La Tuscia is the ancient land of the Etruscans that stretches between southern Tuscany, northern Lazio and Umbria; a volcanic landscape of rolling hillsides, vines, olives and towns crumbling from their cliff-top perches.  The Etruscans were the sophisticated people who proceeded and were subsequently engulfed by the early Roman republics. They cultivated grapes and built towns – Tarquinia, Tuscania and Vetulonia are particular examples – and filled their elaborate mausoleums with urns and jewellery.


Historians are not exactly sure where the Etruscans came from.  The miraculously preserved frescoes and decorative objects that remain show a striking resemblance to Greek decorative styles of the same period, but the Greeks were also out and about on the Italian peninsular at the same time, so this may just point to creative influence rather than ancestry.  They may indeed have been a people who came from Asia minor; archeologists often point to the oval-shaped eyes of the figures in Etruscan painting.

As a destination the Tuscia is still a little bit of a well-kept secret; the kind that one wants to boast about, but at the same say nothing about so that it stays just so.  While the masses are busy visiting Montepulciano and le Cinque Terre, few people seem to have realised that between Rome and the Tuscan border there are roughly two hours by car of rolling hillsides and pretty villages, lakes and hazelnut groves.  Every little town has something to visit, even if it is just a stroll around quiet and deserted cobbled streets and a bowl of soup in the town’s trattoria. Which ever way you are travelling – and you do need a car in this part of Italy – west to the coast, east towards Umbria and her green heart, there is something to gaze at from the window. “Look mum, secoli fa” shout the children from the back of the car as we drive past a heavy centuries old bluestone church in Montefiascone.  As well as old churches and picturesque tumbledown farmhouses, I’m looking out for signs that point to Mercatini dell’Usato, or Antiquità and Olde Wares.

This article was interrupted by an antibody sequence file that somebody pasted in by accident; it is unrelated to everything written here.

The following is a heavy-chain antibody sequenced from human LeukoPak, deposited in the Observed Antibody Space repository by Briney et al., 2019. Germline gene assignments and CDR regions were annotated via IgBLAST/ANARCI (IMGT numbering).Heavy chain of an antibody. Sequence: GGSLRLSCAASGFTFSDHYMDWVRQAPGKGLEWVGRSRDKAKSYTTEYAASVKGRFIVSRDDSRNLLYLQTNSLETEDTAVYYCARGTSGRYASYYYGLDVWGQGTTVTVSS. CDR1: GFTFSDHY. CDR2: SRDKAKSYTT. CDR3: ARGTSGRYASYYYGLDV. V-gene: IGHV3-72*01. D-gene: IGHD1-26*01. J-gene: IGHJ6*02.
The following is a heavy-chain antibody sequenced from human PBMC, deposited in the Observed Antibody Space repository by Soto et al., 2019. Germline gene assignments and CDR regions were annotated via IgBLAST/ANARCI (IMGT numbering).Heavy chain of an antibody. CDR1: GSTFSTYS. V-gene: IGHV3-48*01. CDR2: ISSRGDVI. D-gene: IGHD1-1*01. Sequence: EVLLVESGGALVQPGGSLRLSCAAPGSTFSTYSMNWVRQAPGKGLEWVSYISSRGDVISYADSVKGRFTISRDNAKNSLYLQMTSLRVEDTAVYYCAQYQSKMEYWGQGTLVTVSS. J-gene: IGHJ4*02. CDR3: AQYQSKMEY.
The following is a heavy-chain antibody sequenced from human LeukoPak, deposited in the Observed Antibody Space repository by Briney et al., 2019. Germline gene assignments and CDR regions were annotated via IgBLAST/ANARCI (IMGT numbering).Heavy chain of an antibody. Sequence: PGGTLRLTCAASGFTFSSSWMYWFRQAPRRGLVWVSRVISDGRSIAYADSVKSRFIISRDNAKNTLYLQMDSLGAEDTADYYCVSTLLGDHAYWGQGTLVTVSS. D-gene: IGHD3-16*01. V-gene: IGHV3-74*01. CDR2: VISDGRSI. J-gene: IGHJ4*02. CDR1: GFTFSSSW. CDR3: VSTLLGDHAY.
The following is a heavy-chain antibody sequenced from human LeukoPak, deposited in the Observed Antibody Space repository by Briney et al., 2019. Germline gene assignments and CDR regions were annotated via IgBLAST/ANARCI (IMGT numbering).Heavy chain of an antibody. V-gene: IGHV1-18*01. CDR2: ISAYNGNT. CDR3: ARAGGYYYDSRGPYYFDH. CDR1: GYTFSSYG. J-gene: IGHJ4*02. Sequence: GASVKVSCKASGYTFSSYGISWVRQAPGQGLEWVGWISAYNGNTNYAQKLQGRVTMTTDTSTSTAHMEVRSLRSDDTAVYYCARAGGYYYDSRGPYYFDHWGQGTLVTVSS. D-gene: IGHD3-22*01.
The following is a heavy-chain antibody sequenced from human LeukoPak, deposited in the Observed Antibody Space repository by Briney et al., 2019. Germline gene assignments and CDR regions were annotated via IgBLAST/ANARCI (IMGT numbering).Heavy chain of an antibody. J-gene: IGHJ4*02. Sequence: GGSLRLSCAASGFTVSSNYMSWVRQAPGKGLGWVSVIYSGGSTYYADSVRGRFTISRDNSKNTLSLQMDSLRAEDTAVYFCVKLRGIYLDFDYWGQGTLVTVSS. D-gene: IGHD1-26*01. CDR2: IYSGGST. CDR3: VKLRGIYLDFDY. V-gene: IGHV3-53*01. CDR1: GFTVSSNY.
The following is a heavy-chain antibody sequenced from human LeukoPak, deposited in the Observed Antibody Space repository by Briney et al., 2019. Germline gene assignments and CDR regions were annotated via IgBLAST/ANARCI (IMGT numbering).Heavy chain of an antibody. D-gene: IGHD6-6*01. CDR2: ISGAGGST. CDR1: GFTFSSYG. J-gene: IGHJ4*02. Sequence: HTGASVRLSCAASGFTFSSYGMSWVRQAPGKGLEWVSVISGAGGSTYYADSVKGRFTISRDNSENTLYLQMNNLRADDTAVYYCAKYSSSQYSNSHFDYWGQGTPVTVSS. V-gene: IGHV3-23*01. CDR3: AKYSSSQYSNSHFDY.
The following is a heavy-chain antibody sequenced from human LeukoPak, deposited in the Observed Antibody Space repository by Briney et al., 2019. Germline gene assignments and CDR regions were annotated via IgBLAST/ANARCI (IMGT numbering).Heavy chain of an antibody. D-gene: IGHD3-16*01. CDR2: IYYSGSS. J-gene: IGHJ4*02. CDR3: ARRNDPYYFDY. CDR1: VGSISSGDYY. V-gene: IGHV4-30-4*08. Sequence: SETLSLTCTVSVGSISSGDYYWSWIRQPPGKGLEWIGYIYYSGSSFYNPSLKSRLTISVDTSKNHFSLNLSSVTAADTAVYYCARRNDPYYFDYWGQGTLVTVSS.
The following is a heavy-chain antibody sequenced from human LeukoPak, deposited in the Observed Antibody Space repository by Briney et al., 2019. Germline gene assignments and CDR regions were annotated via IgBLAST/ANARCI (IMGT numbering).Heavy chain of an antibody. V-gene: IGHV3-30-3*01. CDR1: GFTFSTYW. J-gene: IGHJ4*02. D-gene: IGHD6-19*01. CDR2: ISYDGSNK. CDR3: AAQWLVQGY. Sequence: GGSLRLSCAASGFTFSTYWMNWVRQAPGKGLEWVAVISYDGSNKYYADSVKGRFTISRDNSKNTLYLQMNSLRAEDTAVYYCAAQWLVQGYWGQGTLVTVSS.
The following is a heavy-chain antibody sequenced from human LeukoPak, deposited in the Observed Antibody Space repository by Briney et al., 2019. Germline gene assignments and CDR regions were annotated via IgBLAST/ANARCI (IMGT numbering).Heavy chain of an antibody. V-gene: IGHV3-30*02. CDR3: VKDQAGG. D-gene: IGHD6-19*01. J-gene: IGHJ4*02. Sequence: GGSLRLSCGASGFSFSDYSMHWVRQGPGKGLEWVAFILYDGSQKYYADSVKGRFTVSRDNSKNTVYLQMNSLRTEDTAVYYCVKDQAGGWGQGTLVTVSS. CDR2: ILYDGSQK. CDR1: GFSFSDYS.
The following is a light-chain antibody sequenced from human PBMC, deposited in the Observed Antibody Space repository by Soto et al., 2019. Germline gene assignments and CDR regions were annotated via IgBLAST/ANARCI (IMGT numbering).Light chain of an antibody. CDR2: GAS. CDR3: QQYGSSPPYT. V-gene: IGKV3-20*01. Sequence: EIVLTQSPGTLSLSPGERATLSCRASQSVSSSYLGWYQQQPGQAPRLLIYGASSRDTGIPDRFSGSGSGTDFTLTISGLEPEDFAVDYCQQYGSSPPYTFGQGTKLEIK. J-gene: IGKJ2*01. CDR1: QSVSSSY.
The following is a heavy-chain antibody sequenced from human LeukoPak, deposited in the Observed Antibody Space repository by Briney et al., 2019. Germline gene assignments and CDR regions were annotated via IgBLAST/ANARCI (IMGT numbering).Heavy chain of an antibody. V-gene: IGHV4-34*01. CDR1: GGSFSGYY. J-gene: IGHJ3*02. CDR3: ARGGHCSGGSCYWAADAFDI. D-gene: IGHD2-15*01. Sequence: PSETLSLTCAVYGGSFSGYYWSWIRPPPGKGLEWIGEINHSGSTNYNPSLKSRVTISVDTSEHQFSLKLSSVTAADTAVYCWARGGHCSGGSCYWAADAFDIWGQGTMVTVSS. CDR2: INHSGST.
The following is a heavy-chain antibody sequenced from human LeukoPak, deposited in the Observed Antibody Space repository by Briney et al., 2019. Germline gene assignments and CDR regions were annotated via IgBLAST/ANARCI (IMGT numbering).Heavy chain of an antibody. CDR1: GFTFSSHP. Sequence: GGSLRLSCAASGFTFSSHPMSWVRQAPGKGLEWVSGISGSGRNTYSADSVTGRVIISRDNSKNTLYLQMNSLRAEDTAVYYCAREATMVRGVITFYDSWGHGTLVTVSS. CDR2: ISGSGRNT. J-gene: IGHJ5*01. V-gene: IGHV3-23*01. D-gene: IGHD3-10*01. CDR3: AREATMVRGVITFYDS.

From Rome the old road to Viterbo, provincial capital at the geographic centre of the Tuscia, runs the Via Cassia, a Roman road built to link Rome with what is today Florence, and flanked in many parts by the medieval pilgrims route the Via Francigena.  Viterbo is an incredibly intact medieval walled city that feels sombre in its heavy basalt costume, but has a delightful side in her pretty fountained piazzas and winding streets.  On the outskirts of Viterbo there are a couple of very unromantic but worthy treasure hunting destinations; both as you drive onwards Montefiascone and Bolsena on the via Cassia, or towards Bagnoregio and Orvieto on the via Teverina.

Bolsena sits by Europe’s largest volcanic lake of the same name, waiting for the northern European visitors to come for the summer.  With the Monaldeschi castle looming over the winding streets, the town feels like a page from a story book with dungeons and dragons and long-haired princesses, and in the winding streets below the castle there are stores selling furniture and old wares and an interesting market in the central piazza on random weekends.   Real historical treasures can be found by visiting some of the Etruscan monuments in the area, including the remains of the Etruscan city of Tarquinia and the incredibly preserved Etruscan tombs at Porano.


lunch in Viterbo:  tredici gradi; piazza don mario gargiuli, 11 Viterbo. tel 0761 305 596

Mercatino dell’Usato Viterbo, via Igino Garbini 97, Viterbo, open 7 days

Shopping dell’Usato, Via dell’Agricultura, 19, Viterbo, closed at lunch times

Retrò antiques and collectables, Corso Cavour, 11 Bolsena

Sunday market Bolsena, random saturdays and sundays, piazza next to Via Marconi, books, furniture, olive wood products and sometimes locally produce artisan food

Mercatino Bagnoregio – Fiera del Usato,Strada Bagnorese, KM. 3.100, between Celleno & Bagnoregio

chi cerca trova, Strada Cassia km 94, 250 just outside Montefiascone going toward Viterbo. tel. 0761 823193

Il Baule delle Nonna, S.S. Umbro Casentinese, Km 4.500 Montefiascone (Loc. Le Guardie)

Lunch overlooking the lake outside Bolsena:  La Tana dell’ Orso Bruno, località Montesegnale, 162, Bolsena.  tel. 0761 798 162. Take the road up the hill opposite Camping Blu as you drive towards Bolsena.  Bruno serves freshly grilled Corregone from the lake, platters of locals cheeses and salumi in the simplest of settings overlooking the volcanic waters.

 Guided Visits to the Etruscan Tombs at Porano: The Hescanas tomb (6th C BC) can be visited by appointment with a minimum group size of 4 people.  Email the assocation ACQUA guides on

The Etruscan Necropolis at Tarquinia is a myriad of incredibly preserved tombs dotted around the fields on the outskirts of medieval/modern day Tarquinia.  The wealthy Etruscan families here – Tarquinia is on the coast so it was a trading city – had done well enough in life to employ Greek artists to decorate their tombs.  After the tombs don’t miss the incredible museum in this beautiful town.  For opening hours and ticket prices click here.


2 replies
  1. Rosemarie
    Rosemarie says:

    Such a beautiful, hidden part of Italy that deserves to be better-known. Had a lovely lakeside summer holiday in Bolsena with the family last August. We practically had the lake to ourselves where we stayed! Thanks for all the addresses, markets and sites you’ve mentioned. Have noted them down for a future visit. 🙂


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